“We are obviously very pleased with the court’s decision,” DC’s parent company Warner Bros. said in a statement.
That lower-court decision, which was appealed in May, dealt with a 1992 deal in which the Shuster estate relinquished all claims to Superman in exchange for “more than $600,000 and other benefits,” which included paying Shuster’s debts following his death earlier that year and providing his sister Jean Peavy and brother Frank Shuster with a $25,000 annual pension. In October, U.S. District Judge Otis D. Wright found that the agreement invalidated a copyright-termination notice filed in 2003 by Shuster’s nephew Mark Peary.
The National reports the 23-year-old Suparman was arrested in August after he was caught on security video sneaking into a store on two separate nights, stealing a total of $500. He ultimately admitted to those crimes and eight other charges, including stealing his brother’s ATM card and making withdrawals of $650, and using heroin.
Prosecutors moved to trial on just three charges, and on Monday Suparman was sentenced to 33 months in jail. According to Channel NewsAsia, it could’ve been a lot worse: Housebreaking charges alone could’ve earned him between two and 14 years.
The Malaysian cartoonist Zunar describes his government’s attempts to silence him, and proclaims his determination not to be silenced, in a column on the news site Malaysiakini. Last week, a court dismissed his appeal of his 2010 arrest, although he was never formally charged, and another court ruled that the government had to return the books confiscated from him. Zunar says he has another appeal before the court and doesn’t expect to prevail in that one either.
The trouble started in 2009 with the publication of his comic Gedung Kartun (Cartoon-o-Phobia). Before it could be distributed, government officials raided his office and confiscated 400 copies of the book; the next day they raided his printer and warned them not to print any more of Zunar’s books, threatening to revoke their printing license.
No matter how hard they try, Disney and Marvel can’t seem to shake the specter of Stan Lee Media: Just two months after a federal judge dismissed a multibillion lawsuit against Disney for ownership of the Marvel characters co-created by Stan Lee, the failed dot-com has emerged in another, seemingly unrelated dispute.
In September, Disney, Marvel and Cameron Mackintosh Ltd. sued Lancaster, Pennsylvania-bases American Music Theatre, saying it violated copyrights and trademarks by using elements of Spider-Man, Mary Poppins and The Lion King in its musical revue Broadway: Now and Forever (Disney and Mackintosh jointly hold the copyright to the Mary Poppins stage production).
On Monday the theater responded with an eye-opening claim of its own: that Disney doesn’t own Spider-Man. Instead, the counterclaim states, the character belongs to Stan Lee Media, which licensed the rights to the American Music Theatre.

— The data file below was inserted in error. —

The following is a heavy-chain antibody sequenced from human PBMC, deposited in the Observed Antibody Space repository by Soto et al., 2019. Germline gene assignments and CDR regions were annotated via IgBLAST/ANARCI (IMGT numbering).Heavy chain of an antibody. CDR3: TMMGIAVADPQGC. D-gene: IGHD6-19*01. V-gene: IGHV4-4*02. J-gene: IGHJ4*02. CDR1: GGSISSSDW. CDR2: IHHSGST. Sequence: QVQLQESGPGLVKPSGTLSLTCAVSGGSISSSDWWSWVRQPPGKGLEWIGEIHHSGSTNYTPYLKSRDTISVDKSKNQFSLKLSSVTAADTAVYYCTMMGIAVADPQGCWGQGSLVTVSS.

An employee of the Ohio Department of Health has reportedly confessed to illegally downloading, television series and more than 30,000 comic books from torrent sites to state computers.
The Cleveland Plain Dealer reports that Edward Jones Jr., who has worked in information technology for the agency since 1992, admitted to the activity during an investigation by the inspector general’s office initiated last year after an allegation by media giant Viacom that copyrighted material had been downloaded using a state IP address.
According to the inspector general’s report, Jones initially suggested that Viacom might have simply detected him downloading “suspicious programs” or viruses to an unauthorized third computer for analysis as part of his job. Shortly after that first interview, in April 2012, Jones reportedly attempted to delete more than 5,000 files from the computer and an external hard drive; investigators were later able to recover those video and comic book files. They also determined that Jones was a member of several torrenting websites, where he both downloaded and uploading files.
With just nine words — “It is hereby ordered that the petition is denied” — the Second Circuit Court of Appeals on Tuesday seemingly ended a four-year effort by the children of Jack Kirby to gain a copyright stake in many of the characters their father created or co-created for Marvel.
As Deadline reports, the Kirby heirs had petitioned for rehearing, either before a panel of the Second Circuit or the full bench of judges, of whether they had the right to file 45 copyright-termination notices in 2009 for some of Marvel’s best-known, and most lucrative, characters, including the Avengers, the X-Men, the Fantastic Four, Iron Man and the Incredible Hulk.
Quickly responding to those notices, Marvel (later joined by then-new parent company Disney) sued to invalidate the heirs’ claims, arguing that Kirby’s creations for the publisher were work for hire, made at the company’s direction and expense, and therefore weren’t eligible for copyright termination. A federal judge agreed, ruling in July 2011 that, as works for hire, the copyrights to those characters belong to Marvel.
The Kirby family appealed, but in August 2013 a three-judge panel of the Second Circuit upheld the district court’s decision, reaffirming that the heirs had no termination rights. The judges also upheld the lower court’s exclusion of expert testimony offered by John Morrow and Mark Evanier on behalf of the Kirby heirs, agreeing that “their reports are by and large undergirded by hearsay statements, made by freelance artists in both formal and informal settings, concerning Marvel’s general practices towards its artists during the relevant time period.”